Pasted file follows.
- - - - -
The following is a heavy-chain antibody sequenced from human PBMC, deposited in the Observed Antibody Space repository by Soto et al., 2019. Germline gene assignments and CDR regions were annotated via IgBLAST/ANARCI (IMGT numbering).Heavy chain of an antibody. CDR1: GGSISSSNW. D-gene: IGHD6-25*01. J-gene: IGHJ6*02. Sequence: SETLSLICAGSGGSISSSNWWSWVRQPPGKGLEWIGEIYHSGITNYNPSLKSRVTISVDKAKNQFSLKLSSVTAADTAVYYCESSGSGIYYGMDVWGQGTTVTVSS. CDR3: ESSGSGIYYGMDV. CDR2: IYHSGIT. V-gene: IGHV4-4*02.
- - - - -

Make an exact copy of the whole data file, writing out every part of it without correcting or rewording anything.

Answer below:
The following is a heavy-chain antibody sequenced from human PBMC, deposited in the Observed Antibody Space repository by Soto et al., 2019. Germline gene assignments and CDR regions were annotated via IgBLAST/ANARCI (IMGT numbering).Heavy chain of an antibody. CDR1: GGSISSSNW. D-gene: IGHD6-25*01. J-gene: IGHJ6*02. Sequence: SETLSLICAGSGGSISSSNWWSWVRQPPGKGLEWIGEIYHSGITNYNPSLKSRVTISVDKAKNQFSLKLSSVTAADTAVYYCESSGSGIYYGMDVWGQGTTVTVSS. CDR3: ESSGSGIYYGMDV. CDR2: IYHSGIT. V-gene: IGHV4-4*02.